Extreme weather events fuel gender-based violence, adding to socio-economic burden of climate change: Study

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Extreme weather events fuel gender-based violence, adding to socio-economic burden of climate change: Study
Representative image (BCCL)
As the climate crisis fuels frequent extreme weather events, millions of people are displaced while hundreds of thousands lose their lives every year. The world's economy suffers damages worth trillions of dollars, most of which is borne by the low- and middle-income countries that struggle to pull their population out of crippling poverty.
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Ironically, these parts of the world are among the least responsible for global warming due to excessive greenhouse gas emissions. But the climate injustice does not just stop here!
Extreme weather events also exacerbate pre-existing social perils, such as gender-based violence. Frequent forest fires, droughts, floods, and storms intensify the cruelty experienced by females and gender minorities, as per research by the University of Cambridge.
The study shows that the natural calamities claimed over 300,000 lives between 2000 and 2019 and affected nearly 4 billion people worldwide. The frequency of these extreme events has also drastically increased over the past 20 years, with floods increasing by 134%, storms by 40%, and droughts by 29%. As climate change intensifies, these numbers are expected to grow further.
Building on the existing evidence, the study reemphasises that extreme weather conditions are a catalyst for socio-economic instability, lack of healthcare, structural power inequalities, and other significant consequences worldwide. The consequences are not limited to disruptions in the country's socio-economic conditions but also stimulate long-term gender-based violence, particularly physical, sexual, and domestic abuse. During extreme events or disasters, women are far more vulnerable to abuse, and the UN Environment estimated that an overwhelming majority of people displaced by climate change are women.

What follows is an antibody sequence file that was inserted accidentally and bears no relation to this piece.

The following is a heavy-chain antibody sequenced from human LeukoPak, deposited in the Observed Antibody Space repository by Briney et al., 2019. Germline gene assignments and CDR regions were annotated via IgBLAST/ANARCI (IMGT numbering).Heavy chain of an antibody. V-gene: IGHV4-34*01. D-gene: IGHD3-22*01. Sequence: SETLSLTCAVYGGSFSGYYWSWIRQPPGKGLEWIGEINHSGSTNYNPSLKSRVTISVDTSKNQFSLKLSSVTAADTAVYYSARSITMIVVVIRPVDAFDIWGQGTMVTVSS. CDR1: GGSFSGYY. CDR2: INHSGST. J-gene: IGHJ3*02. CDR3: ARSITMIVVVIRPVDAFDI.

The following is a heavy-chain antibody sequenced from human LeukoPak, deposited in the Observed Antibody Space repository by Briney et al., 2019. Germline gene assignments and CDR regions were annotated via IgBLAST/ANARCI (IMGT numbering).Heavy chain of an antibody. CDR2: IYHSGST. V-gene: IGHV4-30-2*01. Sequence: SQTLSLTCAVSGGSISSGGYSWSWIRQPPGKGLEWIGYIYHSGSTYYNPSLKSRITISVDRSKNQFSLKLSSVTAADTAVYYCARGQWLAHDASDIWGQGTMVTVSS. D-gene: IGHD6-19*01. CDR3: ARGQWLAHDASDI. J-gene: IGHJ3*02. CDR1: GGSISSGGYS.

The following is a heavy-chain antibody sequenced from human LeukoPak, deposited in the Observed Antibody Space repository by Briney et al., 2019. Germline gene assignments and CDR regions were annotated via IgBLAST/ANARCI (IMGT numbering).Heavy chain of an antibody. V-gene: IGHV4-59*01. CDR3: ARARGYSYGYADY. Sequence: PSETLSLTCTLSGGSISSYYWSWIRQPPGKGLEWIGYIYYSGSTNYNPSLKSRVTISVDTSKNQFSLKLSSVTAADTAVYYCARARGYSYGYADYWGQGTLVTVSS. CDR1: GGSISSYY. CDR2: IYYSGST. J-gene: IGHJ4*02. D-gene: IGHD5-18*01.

The study highlights that gender violence is fuelled by forest fires, heatwaves, droughts, and floods, as well as the resulting economic shocks and socio-economic instability. These factors drive sexual violence and harassment, physical violence, 'witch' killing, early or forced marriage, and emotional violence by society on women and gender minorities. And the amplification of such violence is not constrained geographically.
Kim van Daalen, a Gates Cambridge Scholar at the Department of Public Health and Primary Care, University of Cambridge, says, " Extreme events don't themselves cause gender-based violence, but rather exacerbate the drivers of violence or create environments that enable this type of behaviour."
The extreme weather conditions that inversely create sexual violence/harassment against genders are unrecorded by several factors, including the silencing of victims. This phenomenon is even more pronounced in countries where cultural norms take precedence over individual or human rights.
The empowerment of women and other gender minorities gender can challenge the regressive gender biases and assist in spreading equality among all, leading to reducing violence. Better disaster management at the time of extreme events can also reduce the violence against women and girls and provide security and safety for gender minorities.

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